President Joe Biden launched his first salvo at curbing gun violence this month with a slate of six executive orders aimed at regulating gun ownership, addressing mass shootings, and installing new leadership in the Bureau of Alcohol, Tobacco, and Firearms.
In a speech announcing the orders, President Biden billed gun-related violence as an “epidemic” and insisted his actions don’t infringe on the Second Amendment because “no amendment in the Constitution is absolute.”
“Gun violence in this country is an epidemic. Let me say it again: Gun violence in this country is an epidemic, and it’s an international embarrassment,” he said. “The idea that we have so many people dying every single day from gun violence in America is a blemish on our character as nation.”
Gun rights groups predictably condemned the actions as a targeted attack on lawful gun owners.
“These actions could require Americans to surrender lawful property, push states to expand confiscation orders, and put a gun control lobbyist to head ATF,” the National Rifle Association posted on Twitter. “Biden is dismantling the 2nd Amendment. It's time to STAND and FIGHT!”
The Second Amendment Foundation, which focuses primarily on pro-gun litigation, vowed to sue if Biden’s Department of Justice crosses the line.
“The devil will be in the details,” acknowledged SAF founder and Executive Vice President Alan M. Gottlieb. “Our legal team will review them, and we are prepared to file suit if Biden and his administration steps over their legal authority.”
Here are three things you need to know about President Biden's executive gun orders.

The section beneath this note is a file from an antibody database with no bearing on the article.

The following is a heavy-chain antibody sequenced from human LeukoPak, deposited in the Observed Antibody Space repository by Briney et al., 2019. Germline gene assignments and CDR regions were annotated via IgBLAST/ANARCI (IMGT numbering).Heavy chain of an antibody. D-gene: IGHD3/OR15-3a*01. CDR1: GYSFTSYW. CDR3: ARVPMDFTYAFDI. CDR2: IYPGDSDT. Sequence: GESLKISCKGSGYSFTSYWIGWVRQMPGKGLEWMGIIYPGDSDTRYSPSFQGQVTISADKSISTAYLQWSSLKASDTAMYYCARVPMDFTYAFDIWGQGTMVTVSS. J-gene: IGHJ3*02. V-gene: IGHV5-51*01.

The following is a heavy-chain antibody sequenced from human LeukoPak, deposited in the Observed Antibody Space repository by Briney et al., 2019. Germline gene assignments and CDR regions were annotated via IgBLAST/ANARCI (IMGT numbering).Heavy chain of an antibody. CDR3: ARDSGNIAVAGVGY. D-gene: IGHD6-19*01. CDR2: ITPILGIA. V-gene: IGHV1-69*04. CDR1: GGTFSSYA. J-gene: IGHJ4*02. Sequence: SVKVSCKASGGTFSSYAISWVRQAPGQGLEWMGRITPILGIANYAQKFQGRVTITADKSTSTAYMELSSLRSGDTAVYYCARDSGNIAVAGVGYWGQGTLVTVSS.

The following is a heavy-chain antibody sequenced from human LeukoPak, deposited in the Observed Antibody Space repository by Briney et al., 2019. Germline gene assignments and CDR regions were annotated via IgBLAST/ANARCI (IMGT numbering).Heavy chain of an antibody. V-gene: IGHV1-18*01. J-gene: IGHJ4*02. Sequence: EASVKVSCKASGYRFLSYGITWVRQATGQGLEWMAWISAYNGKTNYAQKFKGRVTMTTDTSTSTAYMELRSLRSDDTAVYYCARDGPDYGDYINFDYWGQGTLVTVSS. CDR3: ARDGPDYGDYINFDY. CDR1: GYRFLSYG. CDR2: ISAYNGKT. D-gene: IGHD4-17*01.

Alone, Orders Don’t Do Much
Biden issued six executive orders, but only three of them have a direct impact on firearms and firearm ownership.
The president directed his Justice Department to first issue a proposed rule to help stop the proliferation of “ghost guns,” second to issue a proposed rule to make clear when a device marketed as a stabilizing brace effectively turns a pistol into a short-barreled rifle subject to the requirements of the National Firearms Act, and third to publish model “red flag” legislation for states.
“Ghost guns” refer to firearms without serial numbers that are manufactured at home. For many years, the ATF has allowed companies to sell kits that contain all the unregulated firearm parts along with “80% receivers.” These receivers house the fire control group (i.e., the trigger) and would usually be considered firearms subject to federal restrictions. But because these receivers are unfinished—they require tools and expertise to turn into functioning parts—they can be purchased without the usual paperwork and background check.
Stabilizing braces were originally designed for veterans who had lost an arm in battle. They allow an AR-style pistol or similar firearm to be fired with one hand. In this configuration, they are considered pistols and are not subject to requirements that govern most short-barreled rifles (rifles with barrels less than 16 inches). The ATF has ruled inconsistently on whether stabilizing braces automatically turn an AR-pistol into a short-barreled rifle for non-disabled users. The agency allowed the practice for many years, but recently issued (and then retracted) a rule requiring gun owners whose firearms are outfitted with stabilizing braces to either remove the devices or register their short-barreled rifles.